“Today was really an announcement of what we have been able to accomplish so far and we’re seeing the fruits of what was done in the mining review a few years back, when everybody had a sense of optimism, like ‘It looks like we’ve done a good job here; let’s start implementing the recommendations,’ ” Flynn, the MPP for Oakville, said on Thursday afternoon, shortly before speaking at a Greater Sudbury Chamber of Commerce lunch.

New requirements the minister highlighted on Thursday include: Continue Reading →

Labour honours Sudbury heroes – by Carol Mulligan(Sudbury Star – September 3, 2016)

Two Sudbury labour heroes have been inducted into the 2016 Ontario Federation of Labour Honour Roll, just in time for Labour Day. Nickel Belt New Democrat MPP France Gelinas announced the names of the inductees this week, commending both men for their efforts to improve the lives of working people.

Homer Seguin, who died in April 2013 at 79, continues to be a legend in the labour movement, said Gelinas. “So many sick and injured workers, as well as their spouses and families, were able to get compensation because of his activism.

“Every workplace in Ontario is safer because of Mr. Seguin, I miss him very much,” said Gelinas. Seguin was a former president of United Steelworkers Local 6500 and long-time staff representative with United Steelworkers. He is well known for his work to better working conditions for people in Elliot Lake’s uranium mines. Continue Reading →

Miners recall use of black powder during employment – by Lindsay Kelly (Northern Ontario Business – July 12, 2016)

Danny Hway vividly remembers the impact McIntyre Powder had on his father, Nicholas, who worked at Timmins’ McIntyre Mine for 47 years. At home, his dad wouldn’t speak of it, but he didn’t need to. His grim appearance at the end of every shift did the talking for him.

“He’d come home and his hands were black all the time, and any exposed skin was black,” Danny recalled. “He’d be coughing all the time and, blowing his nose, it was black all the time. He didn’t really want to talk about it — (that’s) life, right?”

Nicholas was one of thousands of miners across the North who were required to inhale the finely ground aluminum dust as a condition of their employment. But for him the stakes were higher than for most: preparing the powder for dissemination was his job. Continue Reading →

Powder in mines linked to disease – by Carol Mulligan (Sudbury Star – February 15, 2016)

Intake clinics to be held in Timmins in May could produce data showing a link between a deadly powder used in mines for more than 35 years and the incidence of neurological disease in miners.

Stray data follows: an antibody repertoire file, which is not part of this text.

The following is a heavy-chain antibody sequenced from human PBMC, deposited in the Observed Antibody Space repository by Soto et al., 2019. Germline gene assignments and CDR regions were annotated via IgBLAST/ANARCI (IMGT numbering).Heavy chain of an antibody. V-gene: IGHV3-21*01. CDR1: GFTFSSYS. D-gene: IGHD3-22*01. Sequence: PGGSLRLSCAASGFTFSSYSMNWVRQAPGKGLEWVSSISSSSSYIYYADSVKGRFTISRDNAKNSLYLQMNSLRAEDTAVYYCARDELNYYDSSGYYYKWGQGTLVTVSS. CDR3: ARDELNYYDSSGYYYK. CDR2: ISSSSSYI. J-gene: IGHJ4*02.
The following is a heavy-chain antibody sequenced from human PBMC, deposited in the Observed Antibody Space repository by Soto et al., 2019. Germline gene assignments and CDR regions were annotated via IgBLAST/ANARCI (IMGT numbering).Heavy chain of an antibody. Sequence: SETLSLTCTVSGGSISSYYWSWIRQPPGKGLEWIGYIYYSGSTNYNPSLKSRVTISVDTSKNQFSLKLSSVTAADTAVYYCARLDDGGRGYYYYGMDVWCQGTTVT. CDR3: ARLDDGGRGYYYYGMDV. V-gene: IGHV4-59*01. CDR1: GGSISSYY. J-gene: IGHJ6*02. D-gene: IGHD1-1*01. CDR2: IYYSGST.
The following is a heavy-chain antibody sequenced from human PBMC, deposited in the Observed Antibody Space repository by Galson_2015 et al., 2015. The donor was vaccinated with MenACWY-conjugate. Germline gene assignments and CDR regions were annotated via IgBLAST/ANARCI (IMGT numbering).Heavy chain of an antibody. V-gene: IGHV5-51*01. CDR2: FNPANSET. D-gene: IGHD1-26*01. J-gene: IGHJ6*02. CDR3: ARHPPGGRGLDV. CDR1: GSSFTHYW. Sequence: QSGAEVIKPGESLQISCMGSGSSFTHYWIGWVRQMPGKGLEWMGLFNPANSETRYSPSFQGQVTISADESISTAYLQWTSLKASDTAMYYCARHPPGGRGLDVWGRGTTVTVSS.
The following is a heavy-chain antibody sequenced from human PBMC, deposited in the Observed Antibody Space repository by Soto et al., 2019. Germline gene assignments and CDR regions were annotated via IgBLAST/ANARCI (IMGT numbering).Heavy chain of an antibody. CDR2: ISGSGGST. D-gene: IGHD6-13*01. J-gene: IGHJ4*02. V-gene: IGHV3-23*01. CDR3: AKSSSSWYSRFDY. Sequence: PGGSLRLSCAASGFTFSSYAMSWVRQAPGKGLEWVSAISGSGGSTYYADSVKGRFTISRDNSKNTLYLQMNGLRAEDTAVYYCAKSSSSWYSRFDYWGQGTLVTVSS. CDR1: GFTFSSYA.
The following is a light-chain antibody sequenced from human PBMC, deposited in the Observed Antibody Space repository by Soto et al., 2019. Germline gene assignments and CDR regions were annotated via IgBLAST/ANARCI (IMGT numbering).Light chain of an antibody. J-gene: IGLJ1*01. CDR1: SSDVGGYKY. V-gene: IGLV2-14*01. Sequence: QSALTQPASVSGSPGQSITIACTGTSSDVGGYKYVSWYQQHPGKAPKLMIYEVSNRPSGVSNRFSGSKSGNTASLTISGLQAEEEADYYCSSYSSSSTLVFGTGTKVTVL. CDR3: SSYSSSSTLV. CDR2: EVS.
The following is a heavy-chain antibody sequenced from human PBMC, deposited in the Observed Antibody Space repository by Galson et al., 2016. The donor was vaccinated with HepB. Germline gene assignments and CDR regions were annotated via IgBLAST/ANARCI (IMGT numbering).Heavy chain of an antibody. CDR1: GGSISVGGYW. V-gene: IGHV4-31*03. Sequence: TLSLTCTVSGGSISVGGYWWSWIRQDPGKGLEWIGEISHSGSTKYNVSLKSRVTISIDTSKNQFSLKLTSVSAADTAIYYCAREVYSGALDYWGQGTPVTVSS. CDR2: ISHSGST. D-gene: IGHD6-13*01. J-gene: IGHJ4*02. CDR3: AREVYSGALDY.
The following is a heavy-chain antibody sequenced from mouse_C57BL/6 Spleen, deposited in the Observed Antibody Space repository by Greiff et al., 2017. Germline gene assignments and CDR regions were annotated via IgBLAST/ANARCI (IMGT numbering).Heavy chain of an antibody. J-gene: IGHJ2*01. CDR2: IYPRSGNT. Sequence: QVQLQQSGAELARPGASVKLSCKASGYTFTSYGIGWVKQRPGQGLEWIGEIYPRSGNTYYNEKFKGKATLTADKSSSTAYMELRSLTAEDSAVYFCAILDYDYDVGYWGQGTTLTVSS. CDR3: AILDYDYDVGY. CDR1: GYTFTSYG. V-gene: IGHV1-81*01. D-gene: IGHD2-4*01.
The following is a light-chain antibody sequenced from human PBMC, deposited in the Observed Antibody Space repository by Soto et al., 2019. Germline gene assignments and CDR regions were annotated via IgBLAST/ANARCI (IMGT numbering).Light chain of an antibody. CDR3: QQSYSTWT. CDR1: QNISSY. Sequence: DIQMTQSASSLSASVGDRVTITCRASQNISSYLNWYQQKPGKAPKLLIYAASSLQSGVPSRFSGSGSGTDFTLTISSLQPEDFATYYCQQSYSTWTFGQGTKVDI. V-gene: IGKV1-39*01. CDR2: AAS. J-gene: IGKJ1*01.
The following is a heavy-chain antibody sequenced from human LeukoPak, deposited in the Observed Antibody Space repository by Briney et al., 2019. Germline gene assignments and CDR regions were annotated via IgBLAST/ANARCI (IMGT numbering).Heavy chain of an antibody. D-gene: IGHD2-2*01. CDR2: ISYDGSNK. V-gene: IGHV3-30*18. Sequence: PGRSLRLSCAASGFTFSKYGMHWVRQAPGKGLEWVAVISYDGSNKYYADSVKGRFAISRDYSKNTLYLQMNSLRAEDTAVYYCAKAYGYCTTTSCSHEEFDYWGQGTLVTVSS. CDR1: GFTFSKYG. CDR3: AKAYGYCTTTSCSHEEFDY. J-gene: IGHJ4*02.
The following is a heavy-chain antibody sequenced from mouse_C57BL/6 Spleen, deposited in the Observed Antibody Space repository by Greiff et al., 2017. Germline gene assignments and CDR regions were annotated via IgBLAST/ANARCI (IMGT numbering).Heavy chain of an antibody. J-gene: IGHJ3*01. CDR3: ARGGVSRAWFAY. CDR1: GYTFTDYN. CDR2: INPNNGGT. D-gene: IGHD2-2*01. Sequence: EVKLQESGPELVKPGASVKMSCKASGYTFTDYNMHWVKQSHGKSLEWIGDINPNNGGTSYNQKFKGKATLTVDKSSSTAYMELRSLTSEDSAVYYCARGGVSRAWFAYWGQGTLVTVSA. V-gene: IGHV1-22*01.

United Steelworkers Local 6500 is working with Janice Martell of Elliot Lake on what she calls the McIntyre Powder Project, a campaign she began in 2014. Martell is convinced her father, Jim Hobbs of Massey, contracted Parkinson’s disease from the aluminum dust he breathed while working in Elliot Lake’s uranium mines.

Canisters of aluminum dust, produced by McIntyre Mine in Timmins, were sold to mining companies and used to fog dries or change rooms for miners as well as some areas underground. Continue Reading →

Coal miner black-lung disease resurgence in Queensland to face Senate inquiry – by Jonathan Hair (Australian Broadcasting Corporation – February 11, 2016)

A Senate inquiry will investigate the sudden reappearance of the deadly coal miners’ disease known as black lung.

Coal workers’ pneumoconiosis, or black lung, is a condition caused by breathing in excessive levels of coal dust.

Until recently, it was thought to have been eradicated from Australia. But late last year, the ABC revealed the disease had made a comeback.

Six Queensland coal mine workers have recently been diagnosed with the deadly condition.  Several of these victims worked in mines in Queensland’s Bowen Basin. Continue Reading →

[Ontario] Province seeks input on proposals stemming from mining review – by Ben Leeson (Sudbury Star – November 28, 2015)

The Sudbury Star is the City of Greater Sudbury’s daily newspaper.

Ontario Minister of Labour Kevin Flynn says the provincial government intends to act on all recommendations by the Mining Health, Safety and Prevention Review Final Report, beginning with a series of proposed amendments presented for consultation on Thursday.

Proposed amendments to the Occupational Health and Safety Ac including the introduction of new requirements for mines and mining plants to conduct risk assessments and have formal traffic management programs, the strengthening of existing requirements for water management and ground control, and the updating of training requirements for surface diamond drill operators.